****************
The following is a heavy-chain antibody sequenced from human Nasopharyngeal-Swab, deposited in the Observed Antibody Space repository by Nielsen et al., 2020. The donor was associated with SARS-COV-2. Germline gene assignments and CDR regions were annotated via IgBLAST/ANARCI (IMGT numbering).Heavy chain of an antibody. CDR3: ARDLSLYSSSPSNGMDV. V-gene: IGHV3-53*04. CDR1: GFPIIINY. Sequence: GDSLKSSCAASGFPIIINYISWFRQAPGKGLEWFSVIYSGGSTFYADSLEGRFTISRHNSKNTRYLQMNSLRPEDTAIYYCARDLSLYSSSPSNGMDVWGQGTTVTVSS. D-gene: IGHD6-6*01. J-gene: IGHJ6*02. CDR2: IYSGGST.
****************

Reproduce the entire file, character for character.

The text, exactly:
The following is a heavy-chain antibody sequenced from human Nasopharyngeal-Swab, deposited in the Observed Antibody Space repository by Nielsen et al., 2020. The donor was associated with SARS-COV-2. Germline gene assignments and CDR regions were annotated via IgBLAST/ANARCI (IMGT numbering).Heavy chain of an antibody. CDR3: ARDLSLYSSSPSNGMDV. V-gene: IGHV3-53*04. CDR1: GFPIIINY. Sequence: GDSLKSSCAASGFPIIINYISWFRQAPGKGLEWFSVIYSGGSTFYADSLEGRFTISRHNSKNTRYLQMNSLRPEDTAIYYCARDLSLYSSSPSNGMDVWGQGTTVTVSS. D-gene: IGHD6-6*01. J-gene: IGHJ6*02. CDR2: IYSGGST.